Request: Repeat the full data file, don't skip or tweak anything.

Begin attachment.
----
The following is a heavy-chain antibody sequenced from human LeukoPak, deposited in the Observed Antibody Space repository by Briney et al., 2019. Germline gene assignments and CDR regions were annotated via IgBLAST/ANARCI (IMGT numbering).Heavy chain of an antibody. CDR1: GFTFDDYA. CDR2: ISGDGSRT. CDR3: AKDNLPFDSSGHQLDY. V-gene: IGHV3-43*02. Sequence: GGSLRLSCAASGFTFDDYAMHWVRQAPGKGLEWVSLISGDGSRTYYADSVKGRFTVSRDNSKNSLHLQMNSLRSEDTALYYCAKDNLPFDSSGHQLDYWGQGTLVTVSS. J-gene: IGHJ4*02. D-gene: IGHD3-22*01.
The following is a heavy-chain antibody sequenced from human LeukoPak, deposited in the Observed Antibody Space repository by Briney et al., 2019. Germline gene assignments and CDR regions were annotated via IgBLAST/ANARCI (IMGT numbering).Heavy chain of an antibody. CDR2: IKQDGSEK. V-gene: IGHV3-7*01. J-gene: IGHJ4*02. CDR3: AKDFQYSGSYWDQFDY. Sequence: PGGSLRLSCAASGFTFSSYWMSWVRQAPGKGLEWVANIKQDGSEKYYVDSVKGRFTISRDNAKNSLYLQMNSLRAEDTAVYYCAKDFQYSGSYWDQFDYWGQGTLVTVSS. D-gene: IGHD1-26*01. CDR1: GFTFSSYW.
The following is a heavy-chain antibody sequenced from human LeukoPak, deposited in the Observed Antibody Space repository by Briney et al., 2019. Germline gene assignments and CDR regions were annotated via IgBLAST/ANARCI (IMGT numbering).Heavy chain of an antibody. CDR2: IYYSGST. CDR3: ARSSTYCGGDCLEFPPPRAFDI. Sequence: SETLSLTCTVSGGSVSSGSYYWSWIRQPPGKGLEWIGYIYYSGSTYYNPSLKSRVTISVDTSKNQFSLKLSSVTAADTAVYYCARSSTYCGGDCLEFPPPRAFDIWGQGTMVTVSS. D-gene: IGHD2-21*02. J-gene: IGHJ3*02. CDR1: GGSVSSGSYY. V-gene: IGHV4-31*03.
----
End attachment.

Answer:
The following is a heavy-chain antibody sequenced from human LeukoPak, deposited in the Observed Antibody Space repository by Briney et al., 2019. Germline gene assignments and CDR regions were annotated via IgBLAST/ANARCI (IMGT numbering).Heavy chain of an antibody. CDR1: GFTFDDYA. CDR2: ISGDGSRT. CDR3: AKDNLPFDSSGHQLDY. V-gene: IGHV3-43*02. Sequence: GGSLRLSCAASGFTFDDYAMHWVRQAPGKGLEWVSLISGDGSRTYYADSVKGRFTVSRDNSKNSLHLQMNSLRSEDTALYYCAKDNLPFDSSGHQLDYWGQGTLVTVSS. J-gene: IGHJ4*02. D-gene: IGHD3-22*01.
The following is a heavy-chain antibody sequenced from human LeukoPak, deposited in the Observed Antibody Space repository by Briney et al., 2019. Germline gene assignments and CDR regions were annotated via IgBLAST/ANARCI (IMGT numbering).Heavy chain of an antibody. CDR2: IKQDGSEK. V-gene: IGHV3-7*01. J-gene: IGHJ4*02. CDR3: AKDFQYSGSYWDQFDY. Sequence: PGGSLRLSCAASGFTFSSYWMSWVRQAPGKGLEWVANIKQDGSEKYYVDSVKGRFTISRDNAKNSLYLQMNSLRAEDTAVYYCAKDFQYSGSYWDQFDYWGQGTLVTVSS. D-gene: IGHD1-26*01. CDR1: GFTFSSYW.
The following is a heavy-chain antibody sequenced from human LeukoPak, deposited in the Observed Antibody Space repository by Briney et al., 2019. Germline gene assignments and CDR regions were annotated via IgBLAST/ANARCI (IMGT numbering).Heavy chain of an antibody. CDR2: IYYSGST. CDR3: ARSSTYCGGDCLEFPPPRAFDI. Sequence: SETLSLTCTVSGGSVSSGSYYWSWIRQPPGKGLEWIGYIYYSGSTYYNPSLKSRVTISVDTSKNQFSLKLSSVTAADTAVYYCARSSTYCGGDCLEFPPPRAFDIWGQGTMVTVSS. D-gene: IGHD2-21*02. J-gene: IGHJ3*02. CDR1: GGSVSSGSYY. V-gene: IGHV4-31*03.